Dozens of alternative events will be held on the first Melbourne Cup day since explosive reports on systematic abuse and culling of racehorses at abattoirs. According to The Coalition for the Protection of Racehorses, at least 26 events have been organised across the country including champagne lunches, “cruelty free” fashion shows, and an inflatable T-Rex race. On Monday hundreds of protesters chanted slogans at the Melbourne Cup parade including “animal abusers total losers” and “say nup to the cup”. The Age reports that Melbourne Cup jockeys will be warned that a repeat of the previous year's mass whip breaches won't be tolerated, with stewards threatening record fines and suspensions. All eyes will be on gambling revenues from the race, with betting on races in the lead up on the decline from last season. The event is still attracting significant positive attention in the media, from cup tips to fashion guides. The billionaire Dubai emir Sheikh Mohammed bin Rashid Al Maktoum is hoping to win a second Melbourne Cup in a row with defending champion Cross Counter.
Anti-Market Forces: Attorney-General Christian Porter has singled out activist organisation Market Forces as the federal government considers how to stop secondary boycotts of mining companies, reports The Conversation. Porter said he was looking at options across portfolios to target groups such as Market Forces, which has lobbied against the Adani Carmichael coal mine. He is also considering regulatory action against class action litigation funders as well as “lawfare” which was “designed to delay, frustrate and cause unnecessary expense to mining and other legitimate commercial projects and businesses”. Market Forces chief executive Julien Vincent said that when the federal government saw something it did not like “its response is to get it shut down”. Not all resources companies are on board with the idea.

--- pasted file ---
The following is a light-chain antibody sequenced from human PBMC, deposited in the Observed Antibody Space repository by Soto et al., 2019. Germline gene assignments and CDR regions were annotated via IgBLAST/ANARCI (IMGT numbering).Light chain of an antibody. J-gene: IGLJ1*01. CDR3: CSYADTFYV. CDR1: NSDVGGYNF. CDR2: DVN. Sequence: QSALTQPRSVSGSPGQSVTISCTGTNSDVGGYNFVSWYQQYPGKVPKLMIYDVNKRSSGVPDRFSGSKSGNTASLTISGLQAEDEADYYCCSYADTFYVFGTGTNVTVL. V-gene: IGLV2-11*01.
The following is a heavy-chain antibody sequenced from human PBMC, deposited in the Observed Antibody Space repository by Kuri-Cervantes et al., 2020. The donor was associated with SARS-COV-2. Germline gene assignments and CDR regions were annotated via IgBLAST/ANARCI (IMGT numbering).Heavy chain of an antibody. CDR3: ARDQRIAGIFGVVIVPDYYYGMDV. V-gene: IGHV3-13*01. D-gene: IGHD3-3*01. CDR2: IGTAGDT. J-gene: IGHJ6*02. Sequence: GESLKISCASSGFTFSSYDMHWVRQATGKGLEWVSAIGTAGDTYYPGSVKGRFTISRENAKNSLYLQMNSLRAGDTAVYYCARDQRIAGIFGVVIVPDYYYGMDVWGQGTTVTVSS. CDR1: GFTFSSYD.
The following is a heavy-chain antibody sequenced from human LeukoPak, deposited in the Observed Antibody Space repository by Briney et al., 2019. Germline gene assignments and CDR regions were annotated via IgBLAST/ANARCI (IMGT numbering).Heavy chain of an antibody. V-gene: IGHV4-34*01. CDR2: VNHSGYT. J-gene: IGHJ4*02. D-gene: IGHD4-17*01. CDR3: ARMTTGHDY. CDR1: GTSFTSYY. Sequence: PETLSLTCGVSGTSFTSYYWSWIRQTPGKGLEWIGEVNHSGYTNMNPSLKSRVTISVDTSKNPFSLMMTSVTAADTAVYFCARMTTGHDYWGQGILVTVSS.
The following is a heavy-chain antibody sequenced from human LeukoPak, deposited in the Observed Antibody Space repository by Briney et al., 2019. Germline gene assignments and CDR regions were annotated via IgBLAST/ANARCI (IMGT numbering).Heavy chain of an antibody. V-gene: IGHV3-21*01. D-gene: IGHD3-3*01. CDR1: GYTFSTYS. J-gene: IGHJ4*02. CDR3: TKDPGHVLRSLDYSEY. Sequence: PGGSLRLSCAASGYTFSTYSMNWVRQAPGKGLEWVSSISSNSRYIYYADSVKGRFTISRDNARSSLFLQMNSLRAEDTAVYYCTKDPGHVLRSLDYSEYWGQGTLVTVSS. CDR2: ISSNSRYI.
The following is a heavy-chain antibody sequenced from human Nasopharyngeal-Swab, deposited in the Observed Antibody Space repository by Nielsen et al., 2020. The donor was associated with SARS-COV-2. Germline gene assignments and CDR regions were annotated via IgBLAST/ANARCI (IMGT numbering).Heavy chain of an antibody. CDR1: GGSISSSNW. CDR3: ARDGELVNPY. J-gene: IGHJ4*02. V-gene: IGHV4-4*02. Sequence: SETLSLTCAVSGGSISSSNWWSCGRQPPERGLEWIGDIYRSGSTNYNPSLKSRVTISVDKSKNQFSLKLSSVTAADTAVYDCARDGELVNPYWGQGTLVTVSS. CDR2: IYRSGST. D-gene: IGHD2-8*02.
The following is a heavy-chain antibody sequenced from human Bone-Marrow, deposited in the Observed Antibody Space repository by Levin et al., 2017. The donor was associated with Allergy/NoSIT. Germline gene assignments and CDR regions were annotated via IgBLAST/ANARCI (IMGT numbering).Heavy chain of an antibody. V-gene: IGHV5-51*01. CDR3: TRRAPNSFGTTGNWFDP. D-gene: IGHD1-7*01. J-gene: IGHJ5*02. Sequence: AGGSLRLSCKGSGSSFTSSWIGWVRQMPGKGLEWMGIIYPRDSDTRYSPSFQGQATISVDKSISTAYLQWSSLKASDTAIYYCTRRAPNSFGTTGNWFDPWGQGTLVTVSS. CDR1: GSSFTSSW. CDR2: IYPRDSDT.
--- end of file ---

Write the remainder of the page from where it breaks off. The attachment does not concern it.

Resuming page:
Asia trade deal: Australia is among 15 Asia-Pacific nations to agree to terms on the world's largest trade deal, covering about 29 per cent of global economic production. The Regional Comprehensive Economic Partnership also includes the 10 South-East Asian members of the ASEAN alliance, Japan, China, South Korea, and New Zealand. India declined to join due to concerns about Chinese imports and a loss of protections for the services sector, but the door has been left open for it to sign on in the future. The deal is expected to be signed in 2020.
Apartment defects cost: A CFMEU report to be released today will estimate the national cost of apartment defects such as flammable cladding to be more than $6 billion. The report, based on modelling by Equity Economics, urges that federal infrastructure funding be used as leverage over state governments to ensure better compliance. The news comes as The Sydney Morning Herald reports that the details of hundreds of buildings in New South Wales clad in potentially flammable material will not be made public, after the state government deemed the list too dangerous for release.